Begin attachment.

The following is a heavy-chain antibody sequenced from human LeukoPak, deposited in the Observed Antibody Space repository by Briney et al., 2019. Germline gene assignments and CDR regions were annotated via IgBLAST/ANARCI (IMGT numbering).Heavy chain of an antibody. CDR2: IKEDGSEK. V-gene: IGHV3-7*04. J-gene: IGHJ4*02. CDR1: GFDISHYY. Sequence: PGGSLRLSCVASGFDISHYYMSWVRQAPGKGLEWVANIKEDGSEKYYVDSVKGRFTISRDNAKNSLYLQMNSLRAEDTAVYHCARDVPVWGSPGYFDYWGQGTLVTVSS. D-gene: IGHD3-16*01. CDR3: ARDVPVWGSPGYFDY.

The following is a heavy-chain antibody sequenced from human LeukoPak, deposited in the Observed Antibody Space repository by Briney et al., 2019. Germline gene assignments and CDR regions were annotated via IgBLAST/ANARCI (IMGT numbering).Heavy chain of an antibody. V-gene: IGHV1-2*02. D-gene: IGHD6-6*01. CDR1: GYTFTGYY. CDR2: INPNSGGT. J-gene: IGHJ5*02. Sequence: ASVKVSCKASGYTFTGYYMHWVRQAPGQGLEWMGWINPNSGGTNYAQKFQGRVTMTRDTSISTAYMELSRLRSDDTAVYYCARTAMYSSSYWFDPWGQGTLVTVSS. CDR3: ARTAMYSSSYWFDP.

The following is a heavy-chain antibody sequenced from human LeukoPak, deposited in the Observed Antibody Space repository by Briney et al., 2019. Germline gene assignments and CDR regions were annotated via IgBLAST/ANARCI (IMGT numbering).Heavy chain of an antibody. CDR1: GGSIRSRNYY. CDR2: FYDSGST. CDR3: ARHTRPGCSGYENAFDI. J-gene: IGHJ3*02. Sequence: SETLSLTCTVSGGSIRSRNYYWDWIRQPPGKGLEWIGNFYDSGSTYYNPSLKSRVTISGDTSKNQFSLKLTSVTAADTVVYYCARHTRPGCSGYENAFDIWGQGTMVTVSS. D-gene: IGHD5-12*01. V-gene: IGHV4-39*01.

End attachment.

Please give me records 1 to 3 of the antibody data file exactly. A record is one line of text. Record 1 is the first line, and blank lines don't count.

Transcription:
The following is a heavy-chain antibody sequenced from human LeukoPak, deposited in the Observed Antibody Space repository by Briney et al., 2019. Germline gene assignments and CDR regions were annotated via IgBLAST/ANARCI (IMGT numbering).Heavy chain of an antibody. CDR2: IKEDGSEK. V-gene: IGHV3-7*04. J-gene: IGHJ4*02. CDR1: GFDISHYY. Sequence: PGGSLRLSCVASGFDISHYYMSWVRQAPGKGLEWVANIKEDGSEKYYVDSVKGRFTISRDNAKNSLYLQMNSLRAEDTAVYHCARDVPVWGSPGYFDYWGQGTLVTVSS. D-gene: IGHD3-16*01. CDR3: ARDVPVWGSPGYFDY.

The following is a heavy-chain antibody sequenced from human LeukoPak, deposited in the Observed Antibody Space repository by Briney et al., 2019. Germline gene assignments and CDR regions were annotated via IgBLAST/ANARCI (IMGT numbering).Heavy chain of an antibody. V-gene: IGHV1-2*02. D-gene: IGHD6-6*01. CDR1: GYTFTGYY. CDR2: INPNSGGT. J-gene: IGHJ5*02. Sequence: ASVKVSCKASGYTFTGYYMHWVRQAPGQGLEWMGWINPNSGGTNYAQKFQGRVTMTRDTSISTAYMELSRLRSDDTAVYYCARTAMYSSSYWFDPWGQGTLVTVSS. CDR3: ARTAMYSSSYWFDP.

The following is a heavy-chain antibody sequenced from human LeukoPak, deposited in the Observed Antibody Space repository by Briney et al., 2019. Germline gene assignments and CDR regions were annotated via IgBLAST/ANARCI (IMGT numbering).Heavy chain of an antibody. CDR1: GGSIRSRNYY. CDR2: FYDSGST. CDR3: ARHTRPGCSGYENAFDI. J-gene: IGHJ3*02. Sequence: SETLSLTCTVSGGSIRSRNYYWDWIRQPPGKGLEWIGNFYDSGSTYYNPSLKSRVTISGDTSKNQFSLKLTSVTAADTVVYYCARHTRPGCSGYENAFDIWGQGTMVTVSS. D-gene: IGHD5-12*01. V-gene: IGHV4-39*01.